Overall, it was a total blast and I can't wait for the next opportunity to take part in one of these races. I'll have to start scheming and negotiating hard with my other half.
A great many thanks to the organisers of this fantastic race and to all the volunteers - great job guys!
28 January, 2010A runners perspective...
Brigadier General Oâ€™Farrell coordinated this race with military precision. 1st race of the year and 140 or so new souls processed through the imra computer (thanks Niall and Turlough) and before we knew it we were lining up at a cool but fine â€˜start lineâ€™ at Ticknock. As Mr Winter League himself Eoin Keith was unfortunately injured todayâ€™s race gave an opportunity for a new face to take their imra race honours. From the go Paul Oâ€™Connell charged on up the hill pursued immediately by 2 others with the rest of the field moving forward at a more hesitant pace. I initially ran in a small group with Cormac Oâ€™Ceallaigh and Ben Mooney (who would go on to have a fantastic race). The forest tracks at the start were a nice way to get into the race before you start into the rockier sections. Running on rubble is a knack. I donâ€™t have it, but I ticked over well enough to sort of maintain my position and get away from Cormac. Ben Mooney got away from me on this section, and in a Bernard Fortune like performance was to accelerate through the field to eventually take 3rd place and 1st M40 home. Todayâ€™s route was a variation on last yearâ€™s route, but distance-wise was a very close match (c. 10k). Lots of water, both running and pooled, after recent snow made for interesting running conditions. The first half of the race for me went by in a blur. The 2nd half were more of a struggle, and I regretted having warmed up by running up from Taylors ïŠ. Meeting the snow was a surprise and running in it was an art in itself. Planting the foot on it, for me at least, met with the foot sinking in to the knee causing immediate loss of the negligible forward momentum. Now, if only I had big flat feet. After the snow and the customary wave to J Shields I was passed in quick succession by the ever youthful Martin Francis, Adrian Tucker and Paul Mitchell. I stuck with them as much as I could but ran very tentatively along the newly felled forest and the gushing stream bed and lost some ground. Finished within sight of Adrian Tucker.. a dÃ©jÃ vu moment from last yearâ€™s race. Some things never change. Great race. Great route. Great organisation. Super photos. Thanks to the volunteers, particularly those that didnâ€™t run so the rest of us could. Congrats to the winners on the day.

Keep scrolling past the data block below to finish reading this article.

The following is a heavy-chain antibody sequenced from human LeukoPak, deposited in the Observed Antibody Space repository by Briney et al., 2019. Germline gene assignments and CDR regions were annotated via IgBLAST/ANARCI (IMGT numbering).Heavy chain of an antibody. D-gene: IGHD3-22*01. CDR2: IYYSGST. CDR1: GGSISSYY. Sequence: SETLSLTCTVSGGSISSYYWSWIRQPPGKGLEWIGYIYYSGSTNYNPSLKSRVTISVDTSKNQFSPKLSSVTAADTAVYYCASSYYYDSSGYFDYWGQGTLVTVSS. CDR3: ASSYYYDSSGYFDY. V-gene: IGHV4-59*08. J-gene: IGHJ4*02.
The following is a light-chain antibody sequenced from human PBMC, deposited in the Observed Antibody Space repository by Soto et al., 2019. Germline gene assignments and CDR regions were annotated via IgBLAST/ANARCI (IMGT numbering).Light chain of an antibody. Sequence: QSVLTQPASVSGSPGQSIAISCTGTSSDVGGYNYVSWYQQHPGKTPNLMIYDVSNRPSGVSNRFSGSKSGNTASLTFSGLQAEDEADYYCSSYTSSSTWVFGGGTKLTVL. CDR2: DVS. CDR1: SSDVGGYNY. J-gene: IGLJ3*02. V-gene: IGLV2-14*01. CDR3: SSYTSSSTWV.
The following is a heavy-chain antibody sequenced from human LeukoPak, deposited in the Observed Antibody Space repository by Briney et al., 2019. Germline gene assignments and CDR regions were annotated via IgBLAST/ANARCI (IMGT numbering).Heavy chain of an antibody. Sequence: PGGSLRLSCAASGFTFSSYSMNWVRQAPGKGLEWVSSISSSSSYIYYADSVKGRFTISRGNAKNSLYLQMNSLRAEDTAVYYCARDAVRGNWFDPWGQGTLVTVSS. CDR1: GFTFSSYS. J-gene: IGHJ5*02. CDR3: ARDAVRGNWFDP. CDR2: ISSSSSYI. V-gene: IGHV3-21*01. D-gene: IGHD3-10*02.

27 January, 2010http://www.imra.ie/photos/view/id/36262/
A runner appearing to have ran across a line of tape, verboten as we all know :)No doubt the camera lies on this occasion and he was merely demonstrating his hip swivel for the camera.
Running in straight lines is always a good start and Craig Longmore was only flying it but the winning of an IMRA hillrun depends on many factors and this oul rock called 3 has caused plenty of straight lines to be fractured by wee streamers of red and white.
Paul O'Connell had the happy knack of staying on the proverbial straight and narrow although confusingly enough the straight and narrow included many bends, twists and the odd wide section. The first man home finished second across the line as the very promising junior James Alexander stormed around his mandatory short course to win convincingly from Robin Mooney whose father Ben was third home but ended up taking a fine spot prize as first veteran and thus allowing poor Craig to claim something for all that straight line power in Third spot overall, even though he was fourth :) confusing isn't it? A troupe of horsies and a gaggle of walkers had previously tried out our fine finish line but the hardy souls manning the finish were not fooled - the horses had no IMRA numbers pinned on obviously..
A stricter definition of 10.30am and Karen Doyle would have been first lady but arriving for registration was the only time all day ladies winner Catherine Devitt proved tardy as she won the race, drank the tea (thanks to Taylor's) and was gone from the pub before she could claim her prize - It's waiting in Annacurra Catherine.
The surprize of the day was the snow and ice lying in wait around the back of 2 rock, unmentioned in the briefing. tut tut...
Roll on Annacurra!
24 January, 2010MEN
1. UCD 16 (2 Eoin Brady, 4 Craig Longmore, 10 Zoran Skrba)
2. Sli Cualann 22 (3 Ben Mooney, 6 Martin Francis, 13 Cormac O'Ceallaigh)
3. Sportsworld 31 (1 Paul O'Connell, 7 Paul Mitchell, 23 Jakub Splawski)
4. Boards AC 98 (9 Mick Hanney, 25 Richard Nunan, 64 Brendan Craig)
5. Crusaders AC 128 (21 Gavan Doherty, 43 Oran Murphy, 67 Diarmud O'Colmain)
No female team had three scorers